Leapin' Lizards! Open up Adobe Illustrator and join me in creating a custom chameleon pattern as we put shape building, custom brushes, and textures to great use. This tutorial uses Live Corners and the Pattern Options panel, which you'll find in versions CS6 or higher, but it can be adapted to earlier versions of the program as well.
1. Build Your Chameleon
Create a New Document and use the Rectangle Tool (M) to draw a green square. With the Direct Selection Tool (A) select the top left corner of the square and pull its Live Corner toward the center, rounding it out completely. Then, select and pull the Live Corner of the lower right corner slightly (if you so choose).
Using the Ellipse Tool (L), draw a bright green circle for the eye with a smaller, dark green circle in its center. You can layer multiple circles in different colors if you wish. Chameleon eyes look pretty cool and contain some fantastic patterns.
For the body, draw a larger rectangle and select the top two anchor points with the Direct Selection Tool so you can once again pull the Live Corners toward the center, rounding out the top completely.
Alternatively, you can also define each corner's radius in the Transform panel. Another alternate method is to cut a circle in half using the Pathfinder panel.
For the tail, use the Spiral Tool to create a Symmetrical Spiral with the following attributes:
- Radius: 0.5936 inches (this may vary according to your document size and other elements)
- Decay: 50%
- Segments: 10
Draw the spiral on the lower right of the chameleon's body. Set the Fill color to Null and the Stroke color to the same color as the body.
Using the Width Tool (Shift-W), widen the tail at the top, where it connects to the body, and narrow it a bit at its end. In the Stroke panel, set the Caps and Corners to Rounded. Expand the tail shape under Object.
Let's draw some small feet! Overlap a larger circle with a smaller circle and hit Minus Front in the Pathfinder panel in order to create a thin crescent shape. Draw a small rectangle for the leg, and repeat for a second foot. Place both legs on the bottom of the chameleon's body as seen below.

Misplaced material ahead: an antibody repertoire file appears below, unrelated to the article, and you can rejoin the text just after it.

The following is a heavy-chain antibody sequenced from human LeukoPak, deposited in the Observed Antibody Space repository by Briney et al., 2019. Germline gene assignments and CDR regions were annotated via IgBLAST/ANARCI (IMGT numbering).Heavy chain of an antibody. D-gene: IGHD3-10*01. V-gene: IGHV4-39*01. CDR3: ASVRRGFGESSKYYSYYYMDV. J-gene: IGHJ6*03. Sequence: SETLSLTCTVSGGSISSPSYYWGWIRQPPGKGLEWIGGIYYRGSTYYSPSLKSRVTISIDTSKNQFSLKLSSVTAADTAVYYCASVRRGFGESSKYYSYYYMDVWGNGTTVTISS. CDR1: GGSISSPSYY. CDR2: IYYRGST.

2. Create and Use Brushes
Let's create a simple custom Scatter Brush. Draw a triangle either with the Pen Tool (P) or the Polygon Tool. Round the corners out slightly. Select the triangle and in the Brushes panel create a New Scatter Brush. This one is simple and keeps the default settings seen below. Make sure to set the Rotation Relative to Path.
Using the Paintbrush Tool (B) draw a curved line that follows the contour of the chameleon's body. Select the newly created Scatter Brush from the Brushes panel.
In the Brushes panel, go to Open Brush Library > Artistic > Artistic_ChalkCharcoalPencil. Select the Charcoal - Pencil brush as seen below, and apply it as the stroke to your chameleon's shapes. Under Object hit Expand Appearance and recolor the stroke that's not an object so it matches the base object (in this case the green of the head).
Repeat the previous step on the rest of the chameleon's object components to give it a rough, gouache-like look. Group (Control-G) together all of your chameleon components.
Draw small circles and other polygons to create additional Scatter Brushes. Use these to create additional designs on the chameleon's skin. For the brush I used in my final product, I set the Spacing to a range of 82% to 298% and the Rotation Relative to Path.
Draw lines, curves and other shapes with your newly made Scatter Brushes to create patterns and textures on the chameleon's skin. You can also layer circles on the chameleon's eye to mimic some of the textures found in nature. How intricately you design your chameleon is up to you.
3. Create the Pattern
Copy, Paste, and Rotate a couple instances of chameleons. You can either manually change the colors of each or follow the next step to recolor each element of your pattern.
Select one of your lizards and go to Edit > Edit Colors > Recolor Artwork. You can then click on each of the current colors and change its hue in the drop-down menu that pops up. This allows you to quickly and easily create a whole spectrum of chameleons for your pattern.
Here's the final placement of my lizards and the color scheme that I'll be using for my pattern.
In the Pattern Options panel, create a New Pattern. Choose Brick by Column for the Tile Type. My pattern needs some additional elements, however, in order to fill in the empty spaces within the pattern.
Draw leaf shapes with the Pen Tool, and apply the same charcoal texture to them that we used for the lizards. Paste multiple instances of them around your pattern. Then hit Done in order to save your pattern within the Swatches panel. You can also Double-Click on your pattern in the Swatches panel in order to edit it again at any time, as well as save and edit copies for a variety of fun lizard patterns without having to recreate everything from scratch.
For an additional texture, draw a large rectangle over your Artboard and go to Effect > Sketch > Note Paper, applying the following attributes:
- Image Balance: 24
- Graininess: 13
- Relief: 14
Hit OK, and then draw another rectangle below the textured one and fill it with your new pattern. Set the textured rectangle to Multiply in the Transparency panel in order to finish off your pattern design. This, of course, is an entirely optional step.
Karma, Karma, Karma Chameleon!
You come and go, you come and go, oooh! Oh we're done! Fantastic job. In this tutorial we created our own chameleon from basic shapes and used custom and default brushes in order to add patterns and textures to it. Then, we customized multiple iterations of it with the Recolor Artwork panel. Finally, we created a simple repeated pattern from our designs, ready for print and web publication.
What sort of fantastic creations can you make with these techniques? Share your chameleons and other lizard friends in the comment section below!